During another stand out paddle on the Roseland, we spotted 4 seals, a barrel Jelly Fish and saw a Razorbill dive between us watching it swim 20 ft below us like something out of Blue Planet, leaving us speechless. Feeling pretty lucky.

Worse things happen at sea

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A few funny and not so funny things happened in 2018. The forecasts were not always that reliable, meaning that a couple of paddles were moved last minute when there were breaking waves in a usually sheltered spot.

I have no one to blame but myself when I mis-read a tide chart and arrived at a location 2 hours before the water - ‘dry as a bone.’ Thank goodness for lovely understanding paddlers and the rescue that a beautiful sunset provided. Then on to the Pandora. I normally laugh if I ever fall in accidentally, but it was also on this trip, while kicking off a flip flop I ‘inspected the fins’ next to the busy pub pontoon. With a resigned expletive, a significant splash and a lot of laughter, thank goodness it was dark.

This has led me to name Restronguet Creek my nemesis. Luckily my love of a Paddle & Pub, pint and cheesey chips wins through.

Night paddles are new in 2018. After a sunset or a Pub visit they are a real treat for the senses, as conditions calm and the moon reflects on the water. So far they have been on the river, I’ll be looking at moonlit coastal paddles this coming season.

Paparazzi

Thank you to everyone who sent me photos of our adventures, many are included on the website and feature on social media. Special thanks to Aaron Gregory who took some remarkable drone footage on two trips out on the Roseland. Sue, Dan, Emma & Lucy also tooks some stunning shots.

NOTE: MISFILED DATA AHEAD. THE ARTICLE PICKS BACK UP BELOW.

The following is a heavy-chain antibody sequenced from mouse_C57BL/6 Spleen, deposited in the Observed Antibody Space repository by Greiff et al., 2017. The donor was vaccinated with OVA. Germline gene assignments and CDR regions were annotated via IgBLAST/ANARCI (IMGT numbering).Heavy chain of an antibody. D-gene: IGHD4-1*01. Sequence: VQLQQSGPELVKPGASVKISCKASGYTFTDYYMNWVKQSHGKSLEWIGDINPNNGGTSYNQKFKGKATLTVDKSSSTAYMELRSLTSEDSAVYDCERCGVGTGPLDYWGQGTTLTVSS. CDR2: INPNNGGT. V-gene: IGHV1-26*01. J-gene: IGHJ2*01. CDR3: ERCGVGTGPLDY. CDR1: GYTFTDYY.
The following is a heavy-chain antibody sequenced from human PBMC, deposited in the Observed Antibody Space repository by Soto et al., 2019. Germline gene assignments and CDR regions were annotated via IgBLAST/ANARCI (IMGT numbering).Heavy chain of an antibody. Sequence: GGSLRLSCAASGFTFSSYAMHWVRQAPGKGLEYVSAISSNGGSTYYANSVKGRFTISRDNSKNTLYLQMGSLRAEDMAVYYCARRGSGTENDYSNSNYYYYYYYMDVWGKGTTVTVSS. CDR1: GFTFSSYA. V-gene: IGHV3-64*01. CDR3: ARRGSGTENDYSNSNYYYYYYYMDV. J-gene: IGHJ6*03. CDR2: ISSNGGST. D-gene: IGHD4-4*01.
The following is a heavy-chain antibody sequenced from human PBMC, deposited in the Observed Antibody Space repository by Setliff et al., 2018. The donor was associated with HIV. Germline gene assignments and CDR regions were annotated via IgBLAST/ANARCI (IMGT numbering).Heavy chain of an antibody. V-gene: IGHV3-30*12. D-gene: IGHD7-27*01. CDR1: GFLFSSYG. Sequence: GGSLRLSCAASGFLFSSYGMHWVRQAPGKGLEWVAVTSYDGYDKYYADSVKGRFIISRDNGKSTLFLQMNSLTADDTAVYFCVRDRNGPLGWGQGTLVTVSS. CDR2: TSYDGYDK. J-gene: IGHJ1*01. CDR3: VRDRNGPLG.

Environmental Matters

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Awareness of plastic pollution is growing, but the levels of ocean litter and it’s impact on wildlife remains shocking. On a recent paddle from Truro, Saturday night’s polystyrene take away containers had been pecked by seagulls and were travelling out to sea when we picked them up.

The most surprising sight was when I spotted a nappy bag, I manoeuvred to pick it up. Yes that’s a fish inside it! Luckily it was unharmed.

Every time I see a seal, I am reminded of the need renew and refocus efforts. I am so pleased that so many paddlers share my passion for wildlife and are so happy to litter pick along the way.